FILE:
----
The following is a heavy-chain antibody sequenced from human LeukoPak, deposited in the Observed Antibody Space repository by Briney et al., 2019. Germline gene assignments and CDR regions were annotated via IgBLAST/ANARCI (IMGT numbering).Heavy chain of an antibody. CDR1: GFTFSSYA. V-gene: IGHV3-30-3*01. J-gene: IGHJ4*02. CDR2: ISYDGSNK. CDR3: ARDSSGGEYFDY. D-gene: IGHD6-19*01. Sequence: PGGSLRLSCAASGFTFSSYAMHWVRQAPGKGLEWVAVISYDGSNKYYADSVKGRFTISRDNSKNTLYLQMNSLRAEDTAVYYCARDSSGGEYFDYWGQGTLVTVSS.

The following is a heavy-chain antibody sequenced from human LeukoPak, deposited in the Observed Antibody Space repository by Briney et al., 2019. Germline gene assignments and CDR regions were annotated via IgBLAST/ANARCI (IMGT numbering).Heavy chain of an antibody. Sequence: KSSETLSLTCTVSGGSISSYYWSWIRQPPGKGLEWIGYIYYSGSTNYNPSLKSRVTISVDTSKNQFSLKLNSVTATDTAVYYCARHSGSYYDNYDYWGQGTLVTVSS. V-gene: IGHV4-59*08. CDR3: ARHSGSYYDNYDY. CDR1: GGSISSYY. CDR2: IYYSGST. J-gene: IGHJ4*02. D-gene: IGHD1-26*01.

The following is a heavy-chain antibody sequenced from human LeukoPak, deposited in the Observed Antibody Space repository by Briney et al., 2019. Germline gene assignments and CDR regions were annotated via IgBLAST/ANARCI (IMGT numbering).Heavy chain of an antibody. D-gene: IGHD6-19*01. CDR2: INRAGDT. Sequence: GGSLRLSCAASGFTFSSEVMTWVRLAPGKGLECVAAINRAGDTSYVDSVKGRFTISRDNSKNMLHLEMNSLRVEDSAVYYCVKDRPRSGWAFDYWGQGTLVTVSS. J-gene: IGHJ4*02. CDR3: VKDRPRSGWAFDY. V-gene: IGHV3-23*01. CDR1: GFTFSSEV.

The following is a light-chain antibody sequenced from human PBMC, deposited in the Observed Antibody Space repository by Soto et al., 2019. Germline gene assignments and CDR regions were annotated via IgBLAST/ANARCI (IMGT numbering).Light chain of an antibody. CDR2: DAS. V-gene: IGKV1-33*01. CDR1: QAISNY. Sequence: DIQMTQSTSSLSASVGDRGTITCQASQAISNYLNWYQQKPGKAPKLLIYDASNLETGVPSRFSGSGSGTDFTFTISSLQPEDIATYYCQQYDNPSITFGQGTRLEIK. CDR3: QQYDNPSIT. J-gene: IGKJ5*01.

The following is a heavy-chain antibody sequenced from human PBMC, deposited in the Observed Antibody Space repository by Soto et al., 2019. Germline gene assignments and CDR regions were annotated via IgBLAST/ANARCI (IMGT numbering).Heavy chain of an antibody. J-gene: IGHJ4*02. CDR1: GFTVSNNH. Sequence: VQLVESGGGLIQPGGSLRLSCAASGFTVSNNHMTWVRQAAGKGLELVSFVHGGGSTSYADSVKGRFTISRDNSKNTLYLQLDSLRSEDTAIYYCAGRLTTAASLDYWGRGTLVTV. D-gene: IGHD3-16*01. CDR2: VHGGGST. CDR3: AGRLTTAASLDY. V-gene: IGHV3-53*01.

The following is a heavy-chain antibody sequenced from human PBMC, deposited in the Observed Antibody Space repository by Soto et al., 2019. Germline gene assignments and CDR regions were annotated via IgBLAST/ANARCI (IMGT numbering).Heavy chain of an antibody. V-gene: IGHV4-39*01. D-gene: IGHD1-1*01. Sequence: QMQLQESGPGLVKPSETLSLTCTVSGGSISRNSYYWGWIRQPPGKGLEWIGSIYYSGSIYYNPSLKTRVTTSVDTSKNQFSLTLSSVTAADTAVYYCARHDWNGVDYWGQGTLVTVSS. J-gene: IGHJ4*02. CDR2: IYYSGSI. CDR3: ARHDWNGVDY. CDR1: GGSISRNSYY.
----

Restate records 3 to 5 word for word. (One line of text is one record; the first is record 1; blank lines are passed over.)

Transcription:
The following is a heavy-chain antibody sequenced from human LeukoPak, deposited in the Observed Antibody Space repository by Briney et al., 2019. Germline gene assignments and CDR regions were annotated via IgBLAST/ANARCI (IMGT numbering).Heavy chain of an antibody. D-gene: IGHD6-19*01. CDR2: INRAGDT. Sequence: GGSLRLSCAASGFTFSSEVMTWVRLAPGKGLECVAAINRAGDTSYVDSVKGRFTISRDNSKNMLHLEMNSLRVEDSAVYYCVKDRPRSGWAFDYWGQGTLVTVSS. J-gene: IGHJ4*02. CDR3: VKDRPRSGWAFDY. V-gene: IGHV3-23*01. CDR1: GFTFSSEV.

The following is a light-chain antibody sequenced from human PBMC, deposited in the Observed Antibody Space repository by Soto et al., 2019. Germline gene assignments and CDR regions were annotated via IgBLAST/ANARCI (IMGT numbering).Light chain of an antibody. CDR2: DAS. V-gene: IGKV1-33*01. CDR1: QAISNY. Sequence: DIQMTQSTSSLSASVGDRGTITCQASQAISNYLNWYQQKPGKAPKLLIYDASNLETGVPSRFSGSGSGTDFTFTISSLQPEDIATYYCQQYDNPSITFGQGTRLEIK. CDR3: QQYDNPSIT. J-gene: IGKJ5*01.

The following is a heavy-chain antibody sequenced from human PBMC, deposited in the Observed Antibody Space repository by Soto et al., 2019. Germline gene assignments and CDR regions were annotated via IgBLAST/ANARCI (IMGT numbering).Heavy chain of an antibody. J-gene: IGHJ4*02. CDR1: GFTVSNNH. Sequence: VQLVESGGGLIQPGGSLRLSCAASGFTVSNNHMTWVRQAAGKGLELVSFVHGGGSTSYADSVKGRFTISRDNSKNTLYLQLDSLRSEDTAIYYCAGRLTTAASLDYWGRGTLVTV. D-gene: IGHD3-16*01. CDR2: VHGGGST. CDR3: AGRLTTAASLDY. V-gene: IGHV3-53*01.